Last October I was Vice Chair for the Lightning Frigid Digit Regatta.... at SSA.... in October. We had an unusually cold weekend, temps just barely climbing into the 40's and constant, constant rain, and solid breeze. Conditions were so bad that a regatta that normally attracts 40+ Lightnings only got 18 to actually show up to the club, and a reduced 11 or 12 making it out to the starting line. It was most miserable for the RC folk. I have a mishmash of old foul weather gear and my selection for that weekend was woefully inadequate. My 30 year old Line 7 vinyl top was not up to the task, eventually transmitting enough moisture by a mystery osmosis to keep everything wet underneath.
I, the cheapskate that I am, did reluctantly open my wallet over the offseason for some new Henri Lloyd foul weather gear. Luckily, it seems, as I volunteered for the US Navy Collegiate Women's Regatta this weekend. Saturday, solid rain in the morning (Annapolis was to end up with 2.3 inches), temps slightly higher in the 50's, solid breeze in the morning giving way to erratic and light winds in the afternoon. Sunday, the rain threatened but never delivered and the breeze remained subdued. The Henri Lloyd worked well.... thank you, thank you! modern waterproof fabric technology. But my hands.... I have an old set of Gill neoprene gloves with leather palms.... wet and stayed wet. I guess I'll have to revert back to those old style rubber gloves that all the sailors in-the-know seem to be using now.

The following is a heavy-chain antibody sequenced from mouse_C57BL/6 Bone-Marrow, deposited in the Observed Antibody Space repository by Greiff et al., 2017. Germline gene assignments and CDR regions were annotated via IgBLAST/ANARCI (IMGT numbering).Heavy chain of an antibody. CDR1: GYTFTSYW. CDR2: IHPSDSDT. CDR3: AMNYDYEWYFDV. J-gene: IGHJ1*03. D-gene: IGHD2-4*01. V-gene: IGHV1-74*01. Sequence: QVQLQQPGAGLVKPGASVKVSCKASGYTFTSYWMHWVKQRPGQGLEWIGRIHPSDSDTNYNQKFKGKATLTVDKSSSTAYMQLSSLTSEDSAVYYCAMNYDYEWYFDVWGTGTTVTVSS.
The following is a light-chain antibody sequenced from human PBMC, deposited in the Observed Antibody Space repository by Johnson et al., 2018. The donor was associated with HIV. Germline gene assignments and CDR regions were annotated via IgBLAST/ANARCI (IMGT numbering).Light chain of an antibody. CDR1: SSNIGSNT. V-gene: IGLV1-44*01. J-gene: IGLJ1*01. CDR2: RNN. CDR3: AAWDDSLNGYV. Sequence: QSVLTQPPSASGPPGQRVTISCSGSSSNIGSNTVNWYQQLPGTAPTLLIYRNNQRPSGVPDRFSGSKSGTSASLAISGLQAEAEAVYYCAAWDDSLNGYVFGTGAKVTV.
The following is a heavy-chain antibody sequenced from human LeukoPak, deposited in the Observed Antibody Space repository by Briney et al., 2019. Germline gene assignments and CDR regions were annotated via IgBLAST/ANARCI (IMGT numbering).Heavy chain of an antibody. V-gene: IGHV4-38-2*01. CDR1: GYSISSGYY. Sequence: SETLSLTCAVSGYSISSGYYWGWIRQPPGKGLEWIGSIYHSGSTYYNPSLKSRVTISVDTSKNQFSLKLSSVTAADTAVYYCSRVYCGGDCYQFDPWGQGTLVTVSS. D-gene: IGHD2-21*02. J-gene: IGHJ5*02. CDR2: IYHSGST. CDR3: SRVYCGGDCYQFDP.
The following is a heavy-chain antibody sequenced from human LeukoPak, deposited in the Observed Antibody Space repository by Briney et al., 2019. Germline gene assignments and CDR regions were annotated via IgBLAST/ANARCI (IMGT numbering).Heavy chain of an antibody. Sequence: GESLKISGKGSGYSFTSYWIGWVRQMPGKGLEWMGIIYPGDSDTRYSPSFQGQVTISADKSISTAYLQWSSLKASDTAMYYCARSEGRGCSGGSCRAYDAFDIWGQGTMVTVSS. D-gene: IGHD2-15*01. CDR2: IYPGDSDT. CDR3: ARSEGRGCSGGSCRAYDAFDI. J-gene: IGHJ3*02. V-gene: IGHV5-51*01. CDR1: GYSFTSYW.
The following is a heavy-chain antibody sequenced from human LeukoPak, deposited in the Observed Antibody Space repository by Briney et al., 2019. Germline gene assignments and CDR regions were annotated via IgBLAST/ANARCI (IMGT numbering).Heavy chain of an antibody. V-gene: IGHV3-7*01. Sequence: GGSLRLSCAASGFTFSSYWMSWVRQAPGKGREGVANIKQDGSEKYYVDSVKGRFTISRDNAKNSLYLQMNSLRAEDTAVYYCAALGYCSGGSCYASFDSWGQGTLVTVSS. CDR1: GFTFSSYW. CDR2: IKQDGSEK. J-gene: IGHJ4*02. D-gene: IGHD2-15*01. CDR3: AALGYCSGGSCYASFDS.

There was a strange meterological phenomenom that I can't recollect seeing. It happened on Saturday afternoon. Wind was predicted from North to North East, typical of a low pressure system off the coast. And that is what we had for most of Saturday until a low cloud bank appeared to the South and pushed it's way North against the prevailing wind. When it pushed through, the wind switched about 150 degrees to the South for about 20 minutes. When the cloud bank ended up north of us, the wind reverted back to the original direction. I need to talk to one of my meterological friends about that micro-weather puzzle?
I did have my small digital camera out with me and, where I felt I could sneak it in, I did some filming. Small digital cameras and their so-so lenses make grey days even greyer... but I'll give you some of the random clips from the Race Committee perspective.
PRO for the regatta was Lieutenant Ben who did an excellent job.